HONG KONG (BLOOMBERG) - Of all the dramatic visuals to emerge from the protests that rocked Hong Kong in recent weeks, one stands out: the defaced city emblem left by demonstrators who stormed the legislature on July 1.
The image of Hong Kong's iconic bauhinia flower covered in black paint has become a symbol of the frustrations that sent hundreds of thousands of protesters onto the streets and drove some to vandalism.
The masked 20-year-old behind the graffiti, who would only give his last name as Lau, said he targeted the bauhinia because it would be "meaningful".
As Hong Kong gears up for another round of demonstrations this weekend, interviews with Lau and others who broke into the legislature that evening suggest their anger with the government and its backers in Beijing is deeply entrenched.
While Lau is wary of becoming a police target after images of him spray-painting the city emblem were broadcast around the world, he said he still believes what he did was right.
His resolve underscores the persistent divide between protesters and Hong Kong's government.
Carrie Lam, the city's Chief Executive, suspended the extradition Bill that sparked the initial demonstrations last month but has refused to completely withdraw it or meet protesters' other demands.
This week, Hong Kong police began arresting suspects on charges related to the July 1 demonstrations.
Meanwhile, Chinese authorities have mounted a campaign of criticism, describing the invasion of Hong Kong's legislature as a threat to the rule of law.
A front-page editorial in the Communist Party's flagship newspaper, the People's Daily, blasted the protesters as "extremists" whose actions threaten to "ruin Hong Kong's reputation as an international business metropolis".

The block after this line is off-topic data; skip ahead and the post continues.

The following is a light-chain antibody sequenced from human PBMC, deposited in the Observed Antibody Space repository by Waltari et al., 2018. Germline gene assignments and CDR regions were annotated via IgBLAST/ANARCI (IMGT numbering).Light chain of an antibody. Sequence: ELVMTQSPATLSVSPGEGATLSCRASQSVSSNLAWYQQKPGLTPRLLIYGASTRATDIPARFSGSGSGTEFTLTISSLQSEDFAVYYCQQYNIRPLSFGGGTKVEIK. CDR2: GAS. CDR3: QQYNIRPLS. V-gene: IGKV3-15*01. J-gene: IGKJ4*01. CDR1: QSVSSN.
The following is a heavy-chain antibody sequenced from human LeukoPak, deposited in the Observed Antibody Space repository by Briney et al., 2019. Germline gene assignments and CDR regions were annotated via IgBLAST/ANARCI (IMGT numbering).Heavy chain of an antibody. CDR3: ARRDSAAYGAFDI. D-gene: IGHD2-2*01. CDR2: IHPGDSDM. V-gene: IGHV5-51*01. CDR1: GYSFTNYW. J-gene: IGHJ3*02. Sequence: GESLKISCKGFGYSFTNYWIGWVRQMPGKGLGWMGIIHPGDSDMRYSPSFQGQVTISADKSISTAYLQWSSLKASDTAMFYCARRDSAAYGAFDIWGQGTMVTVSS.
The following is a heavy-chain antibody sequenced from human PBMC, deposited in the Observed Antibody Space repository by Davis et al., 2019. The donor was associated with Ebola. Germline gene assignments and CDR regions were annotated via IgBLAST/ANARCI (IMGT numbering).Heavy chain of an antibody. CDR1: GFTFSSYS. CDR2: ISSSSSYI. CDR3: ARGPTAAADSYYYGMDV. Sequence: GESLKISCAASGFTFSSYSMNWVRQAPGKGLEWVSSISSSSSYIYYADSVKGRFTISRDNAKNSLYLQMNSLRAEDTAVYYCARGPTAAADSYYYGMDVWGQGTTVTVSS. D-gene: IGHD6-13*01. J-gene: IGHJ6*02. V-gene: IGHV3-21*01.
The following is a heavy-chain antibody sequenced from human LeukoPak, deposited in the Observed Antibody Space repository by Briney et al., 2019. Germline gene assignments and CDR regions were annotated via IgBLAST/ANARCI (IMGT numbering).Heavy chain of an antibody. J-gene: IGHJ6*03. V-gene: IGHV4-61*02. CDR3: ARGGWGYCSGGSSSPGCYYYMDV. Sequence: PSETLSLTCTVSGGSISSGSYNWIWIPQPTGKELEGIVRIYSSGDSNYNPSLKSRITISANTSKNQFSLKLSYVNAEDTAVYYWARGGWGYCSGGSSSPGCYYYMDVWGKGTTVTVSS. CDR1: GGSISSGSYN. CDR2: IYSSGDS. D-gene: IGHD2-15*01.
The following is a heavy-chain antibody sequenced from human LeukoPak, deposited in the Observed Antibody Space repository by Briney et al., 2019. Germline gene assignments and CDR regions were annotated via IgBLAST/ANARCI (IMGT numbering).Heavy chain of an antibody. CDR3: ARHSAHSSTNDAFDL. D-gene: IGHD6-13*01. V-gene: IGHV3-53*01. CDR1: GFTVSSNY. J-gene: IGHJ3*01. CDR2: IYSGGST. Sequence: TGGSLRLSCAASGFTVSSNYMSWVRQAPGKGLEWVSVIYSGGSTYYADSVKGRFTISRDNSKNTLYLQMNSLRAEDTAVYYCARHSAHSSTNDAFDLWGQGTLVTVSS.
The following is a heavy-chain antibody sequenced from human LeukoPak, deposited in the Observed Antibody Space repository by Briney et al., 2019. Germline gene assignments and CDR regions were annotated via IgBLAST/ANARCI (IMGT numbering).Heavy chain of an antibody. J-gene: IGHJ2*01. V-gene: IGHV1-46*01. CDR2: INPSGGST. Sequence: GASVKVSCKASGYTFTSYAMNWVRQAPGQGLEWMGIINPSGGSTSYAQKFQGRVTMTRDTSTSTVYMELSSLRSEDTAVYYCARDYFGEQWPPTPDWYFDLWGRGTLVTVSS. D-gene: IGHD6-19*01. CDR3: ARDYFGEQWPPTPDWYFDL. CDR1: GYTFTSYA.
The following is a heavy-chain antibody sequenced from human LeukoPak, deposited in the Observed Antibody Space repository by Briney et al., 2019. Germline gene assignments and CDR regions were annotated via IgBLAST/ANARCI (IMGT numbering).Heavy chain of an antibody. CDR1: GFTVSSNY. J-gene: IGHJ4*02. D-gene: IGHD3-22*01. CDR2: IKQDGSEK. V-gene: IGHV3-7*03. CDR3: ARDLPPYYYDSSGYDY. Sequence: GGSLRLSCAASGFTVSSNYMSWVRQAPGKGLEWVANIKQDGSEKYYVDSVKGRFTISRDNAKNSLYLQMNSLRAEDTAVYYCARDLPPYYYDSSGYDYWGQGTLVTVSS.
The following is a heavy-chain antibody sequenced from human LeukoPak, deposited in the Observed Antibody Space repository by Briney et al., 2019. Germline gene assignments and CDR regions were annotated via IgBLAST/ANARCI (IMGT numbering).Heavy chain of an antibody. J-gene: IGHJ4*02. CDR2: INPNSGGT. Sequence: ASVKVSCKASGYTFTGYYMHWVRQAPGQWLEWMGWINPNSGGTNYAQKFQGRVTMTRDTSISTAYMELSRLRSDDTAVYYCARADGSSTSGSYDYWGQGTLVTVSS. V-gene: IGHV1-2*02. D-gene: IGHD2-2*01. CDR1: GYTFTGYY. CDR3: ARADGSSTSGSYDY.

The protest planned for Sunday (July 7) illustrates how demonstrators are increasingly targeting China's overall influence on the city, rather than just the extradition Bill.
Participants will march from Salisbury Garden, an area frequented by Chinese tourists, towards the high-speed rail station that connects Hong Kong all the way to Beijing.
People want to "protest against the regime", said Wayne, a 29-year-old design freelancer who was among the first demonstrators to enter the legislature on July 1, the anniversary of Hong Kong's handover to China from Britain. He declined to give his full name for fear of being targeted by the authorities.
K.T. Li, an unemployed 23-year-old, said he may escalate his own actions in future protests because the government has failed to respond to his concerns. At the same time, he stressed that he doesn't want to harm anyone, including police.
"If they want to name me a rioter, I accept that," Li said. "But I've been forced to become one. Whether what we do is right? It's for later generations to decide."